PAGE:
- Risk dip – Your entrepreneurial ventures are risky. Know the difference between investing to get through the dip and investing in something that will never work.
- Relationship Dip – To get what you want out of relationships requires hard work upfront and relationship building when it’s difficult.
- Conceptual dip – Industries have to abandon the operating assumptions of their world. They have to get through to the other side when no one believes they will succeed.
- Ego dip – Give up control and your spotlight to obtain success.
- Distribution dip – Getting into extensive distribution channels is complex.
StoryShot #6: Quitting Is Not Failure
Failure is being average at something. You will never average your way to success, so sometimes quitting is your best option. Godin is adamant that quitting is not a moral failing. Quitting, in some scenarios, is actually essential for freeing up resources to get through the dips that matter. This means you only have two viable options in life: quit or be exceptional.
StoryShot #7: Don’t Play it Safe
Godin argues the most common response to the dip is to merely play it safe. This approach is asking for mediocre results. As previously mentioned, averaging your way to success is impossible. To be the best in the world, you must do something exceptional. You cannot just survive the dip but use it as an opportunity to become exceptional. The innovation that comes out of the dip must be something that others can’t help but talk about, recommend, and choose.
StoryShot #8: Serial Quitters
People that start things and quit in the dip. These people will then pick up another pursuit only to quit in the dip again because they didn’t choose the correct pursuit. So, serial quitters have a knack for wasting significant time, energy, and money. These resources could have proved useful for future dips.
Seth Godin offers an example of different strategies for choosing a checkout line at a supermarket to describe serial quitters. When at a supermarket, you can either:
- Choose the shortest line and stick to it.
- Choose the shortest line and switch lines once, if something holds up your line.
- Choose the shortest line and keep scanning other lines. Switch lines if a shorter one appears.
Serial quitters are those that will adopt strategy three.
StoryShot #9: Reflexive Quitters
Another example of individuals who quit too early is reflexive quitters. These are the quitters who work hard through parts of the dip but reach a threshold where things get too hard. Seth Godin offers the example of men’s health to explain this point. Big muscles and six-packs are highly desirable because they are scarce. Interestingly, muscles only tear near the end of the workout. People work out for several minutes, but the benefits are only at the end. So, sometimes the only difference between successful and unsuccessful trainers is the latter stops a few seconds short. This reflex is what makes six-packs and big muscles scarce. If you can become somebody who rejects reflexive quitting, you can become successful.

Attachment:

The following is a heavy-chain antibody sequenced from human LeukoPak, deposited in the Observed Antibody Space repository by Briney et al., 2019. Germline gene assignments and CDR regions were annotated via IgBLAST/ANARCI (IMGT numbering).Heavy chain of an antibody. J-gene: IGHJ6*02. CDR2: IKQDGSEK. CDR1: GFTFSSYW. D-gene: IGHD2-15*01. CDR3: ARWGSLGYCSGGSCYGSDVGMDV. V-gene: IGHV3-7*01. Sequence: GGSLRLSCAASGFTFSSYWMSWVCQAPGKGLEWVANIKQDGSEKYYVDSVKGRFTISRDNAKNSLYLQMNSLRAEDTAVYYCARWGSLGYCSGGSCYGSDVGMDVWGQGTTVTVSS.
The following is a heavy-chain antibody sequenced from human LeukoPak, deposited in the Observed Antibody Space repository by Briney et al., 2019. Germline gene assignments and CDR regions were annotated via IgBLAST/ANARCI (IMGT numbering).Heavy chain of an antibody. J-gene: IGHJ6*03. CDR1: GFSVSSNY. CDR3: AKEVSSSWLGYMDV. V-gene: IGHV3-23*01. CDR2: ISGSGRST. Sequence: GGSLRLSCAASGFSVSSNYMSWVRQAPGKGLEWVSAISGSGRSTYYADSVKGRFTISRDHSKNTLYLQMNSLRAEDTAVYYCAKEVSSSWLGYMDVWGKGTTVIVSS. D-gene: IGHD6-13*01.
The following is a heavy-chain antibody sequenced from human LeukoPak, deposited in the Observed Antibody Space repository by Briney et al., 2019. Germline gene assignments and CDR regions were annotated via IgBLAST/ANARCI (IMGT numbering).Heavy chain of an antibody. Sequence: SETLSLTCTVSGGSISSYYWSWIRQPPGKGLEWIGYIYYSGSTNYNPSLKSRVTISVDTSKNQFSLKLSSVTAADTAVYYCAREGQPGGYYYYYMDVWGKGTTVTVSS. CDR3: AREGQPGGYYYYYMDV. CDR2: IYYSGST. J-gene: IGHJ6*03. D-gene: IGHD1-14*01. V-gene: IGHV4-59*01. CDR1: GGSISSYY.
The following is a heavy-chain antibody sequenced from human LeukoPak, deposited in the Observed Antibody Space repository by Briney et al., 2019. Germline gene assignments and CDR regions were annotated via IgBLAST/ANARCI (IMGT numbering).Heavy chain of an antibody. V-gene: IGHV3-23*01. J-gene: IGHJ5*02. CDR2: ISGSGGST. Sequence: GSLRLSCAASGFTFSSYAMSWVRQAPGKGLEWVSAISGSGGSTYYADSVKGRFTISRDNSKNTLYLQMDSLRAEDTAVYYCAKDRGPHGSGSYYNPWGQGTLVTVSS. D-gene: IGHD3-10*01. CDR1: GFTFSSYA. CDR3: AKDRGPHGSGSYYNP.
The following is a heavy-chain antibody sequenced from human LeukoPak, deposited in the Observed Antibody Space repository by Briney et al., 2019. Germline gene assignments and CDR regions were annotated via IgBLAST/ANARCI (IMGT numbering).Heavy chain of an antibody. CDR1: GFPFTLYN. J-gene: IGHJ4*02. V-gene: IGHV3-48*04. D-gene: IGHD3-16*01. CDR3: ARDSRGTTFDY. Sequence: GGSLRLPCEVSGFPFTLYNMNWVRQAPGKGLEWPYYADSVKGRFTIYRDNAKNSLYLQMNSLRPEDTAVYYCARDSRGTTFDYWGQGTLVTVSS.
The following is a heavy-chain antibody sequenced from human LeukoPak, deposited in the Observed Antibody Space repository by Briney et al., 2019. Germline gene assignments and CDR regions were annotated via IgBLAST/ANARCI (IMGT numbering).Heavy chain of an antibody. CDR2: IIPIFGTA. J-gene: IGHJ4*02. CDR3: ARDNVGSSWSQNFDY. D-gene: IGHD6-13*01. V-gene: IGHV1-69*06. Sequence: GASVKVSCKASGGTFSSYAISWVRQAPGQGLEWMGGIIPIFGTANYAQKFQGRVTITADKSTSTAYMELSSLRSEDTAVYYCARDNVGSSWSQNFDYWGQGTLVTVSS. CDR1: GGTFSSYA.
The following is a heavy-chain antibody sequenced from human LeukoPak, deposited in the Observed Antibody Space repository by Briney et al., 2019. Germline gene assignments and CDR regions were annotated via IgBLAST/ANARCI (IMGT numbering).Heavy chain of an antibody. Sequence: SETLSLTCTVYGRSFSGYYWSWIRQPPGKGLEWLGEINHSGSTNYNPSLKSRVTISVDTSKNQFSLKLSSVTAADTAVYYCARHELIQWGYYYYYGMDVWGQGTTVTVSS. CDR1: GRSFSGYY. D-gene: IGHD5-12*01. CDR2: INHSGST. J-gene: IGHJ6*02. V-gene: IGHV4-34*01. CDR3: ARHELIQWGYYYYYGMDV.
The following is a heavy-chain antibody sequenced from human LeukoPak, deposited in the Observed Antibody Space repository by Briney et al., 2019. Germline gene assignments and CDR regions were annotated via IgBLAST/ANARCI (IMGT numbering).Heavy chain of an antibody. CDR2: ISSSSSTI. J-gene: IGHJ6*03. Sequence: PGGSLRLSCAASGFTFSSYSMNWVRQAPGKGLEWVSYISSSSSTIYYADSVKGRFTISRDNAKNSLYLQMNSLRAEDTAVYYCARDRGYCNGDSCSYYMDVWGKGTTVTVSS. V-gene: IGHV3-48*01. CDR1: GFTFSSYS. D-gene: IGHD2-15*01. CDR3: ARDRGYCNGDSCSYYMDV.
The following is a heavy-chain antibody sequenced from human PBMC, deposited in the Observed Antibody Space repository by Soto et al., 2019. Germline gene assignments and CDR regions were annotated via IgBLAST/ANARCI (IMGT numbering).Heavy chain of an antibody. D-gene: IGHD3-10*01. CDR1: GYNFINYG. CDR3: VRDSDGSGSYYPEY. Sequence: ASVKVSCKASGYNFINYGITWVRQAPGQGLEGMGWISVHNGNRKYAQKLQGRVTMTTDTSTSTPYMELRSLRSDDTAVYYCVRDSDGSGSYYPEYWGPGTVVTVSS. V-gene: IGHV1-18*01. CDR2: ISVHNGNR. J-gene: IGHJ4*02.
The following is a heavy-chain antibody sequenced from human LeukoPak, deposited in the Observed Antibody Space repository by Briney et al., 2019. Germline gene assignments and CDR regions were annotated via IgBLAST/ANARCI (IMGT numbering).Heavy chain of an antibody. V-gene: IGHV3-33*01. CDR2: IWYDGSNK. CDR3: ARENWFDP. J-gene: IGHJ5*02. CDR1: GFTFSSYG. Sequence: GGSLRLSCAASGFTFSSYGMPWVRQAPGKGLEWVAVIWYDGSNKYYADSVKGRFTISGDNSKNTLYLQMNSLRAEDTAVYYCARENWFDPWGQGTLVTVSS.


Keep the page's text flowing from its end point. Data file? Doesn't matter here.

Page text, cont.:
The ultramarathon runner, Dick Collins, offers advice on how to avoid reflexive quitting. He would always clearly define the conditions that would cause him to stop and drop out before the race. For example, he might decide that pulling his hamstring would be the trigger to stop running. If you do not specify these conditions, you allow your reflexive mind to take over. When things get tough, you will talk yourself into quitting just because things are getting hard.
StoryShot #10: Rededication Is the Opposite of Quitting
Rededication is an invigorated new strategy designed to break your problems apart. Rather than quitting, you have to accept that the dip is not static. Instead, the dip responds to the effort you put in. This effort should be accompanied by actions like challenging authority, attempting unattempted alternatives, and leaning into the problem. Rededication allows you to utilize an urge to quit as motivation to be bold and take alternative action.
StoryShot #11: Three Questions to Ask Yourself Before Quitting
- Am I Panicking? – When the pressure is greatest, your desire to quit should be at its lowest. Quitting is not the same as panicking. A panic is never premeditated and grabs us in the moment. Never quit when you are panicked, as you have not truly made this decision yourself. The best quitters are the ones who decide in advance when and why they are going to quit. You can always quit later, but you will struggle to resurrect a pursuit you have quit in a panic.
- Who am I trying to influence? – Trying to influence one person has its limits. One person or organization will behave differently from an entire market. The rules are different for a market. Most people in the market have not even heard of you. Think of the market as a hill that can be climbed step by step.
- What sort of measurable progress am I making? – You have to be making forward progress. The alternatives are falling behind and standing still. Avoid these alternatives and ensure you are making progress, no matter how small. You should not view surviving as an example of measurable progress. Instead, you need to create new milestones that previously didn’t exist.
Final Review and Analysis
The Dip describes the importance of understanding when you should be quitting and when you should be sticking. The reality is many of us quit too early. We see a dip and assume that we are going to fail catastrophically. The reality is that some dips are just part of your journey to success while others are a sign that you are destined to fail. The most common dips that suggest you should quit are cliffs and cul-de-sacs. Cliffs are effective in the short-term but see a massive drop-off quite quickly. Cul-de-sacs offer very few benefits no matter how much work you put in. Try to notice when you experience these dips and quit while you’re ahead. If the dip doesn’t fit these two descriptions, it might be better to stick and see where things go.